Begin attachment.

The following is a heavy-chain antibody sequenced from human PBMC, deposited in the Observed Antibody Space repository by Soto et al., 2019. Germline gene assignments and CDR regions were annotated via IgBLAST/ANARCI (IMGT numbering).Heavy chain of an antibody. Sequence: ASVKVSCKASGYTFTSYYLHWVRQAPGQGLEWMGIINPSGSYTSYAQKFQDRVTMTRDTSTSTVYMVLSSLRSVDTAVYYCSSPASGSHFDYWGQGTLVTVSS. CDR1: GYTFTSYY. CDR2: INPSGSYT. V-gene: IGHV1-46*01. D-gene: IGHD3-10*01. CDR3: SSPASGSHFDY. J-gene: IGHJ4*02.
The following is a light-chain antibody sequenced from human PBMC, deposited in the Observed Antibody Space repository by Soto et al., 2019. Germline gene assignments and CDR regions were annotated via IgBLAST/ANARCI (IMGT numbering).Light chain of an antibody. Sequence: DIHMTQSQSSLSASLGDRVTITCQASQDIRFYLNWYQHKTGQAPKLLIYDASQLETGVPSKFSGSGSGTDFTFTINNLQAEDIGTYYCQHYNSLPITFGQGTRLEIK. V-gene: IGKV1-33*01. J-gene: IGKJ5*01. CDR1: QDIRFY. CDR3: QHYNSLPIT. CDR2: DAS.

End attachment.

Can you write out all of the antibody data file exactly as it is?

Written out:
The following is a heavy-chain antibody sequenced from human PBMC, deposited in the Observed Antibody Space repository by Soto et al., 2019. Germline gene assignments and CDR regions were annotated via IgBLAST/ANARCI (IMGT numbering).Heavy chain of an antibody. Sequence: ASVKVSCKASGYTFTSYYLHWVRQAPGQGLEWMGIINPSGSYTSYAQKFQDRVTMTRDTSTSTVYMVLSSLRSVDTAVYYCSSPASGSHFDYWGQGTLVTVSS. CDR1: GYTFTSYY. CDR2: INPSGSYT. V-gene: IGHV1-46*01. D-gene: IGHD3-10*01. CDR3: SSPASGSHFDY. J-gene: IGHJ4*02.
The following is a light-chain antibody sequenced from human PBMC, deposited in the Observed Antibody Space repository by Soto et al., 2019. Germline gene assignments and CDR regions were annotated via IgBLAST/ANARCI (IMGT numbering).Light chain of an antibody. Sequence: DIHMTQSQSSLSASLGDRVTITCQASQDIRFYLNWYQHKTGQAPKLLIYDASQLETGVPSKFSGSGSGTDFTFTINNLQAEDIGTYYCQHYNSLPITFGQGTRLEIK. V-gene: IGKV1-33*01. J-gene: IGKJ5*01. CDR1: QDIRFY. CDR3: QHYNSLPIT. CDR2: DAS.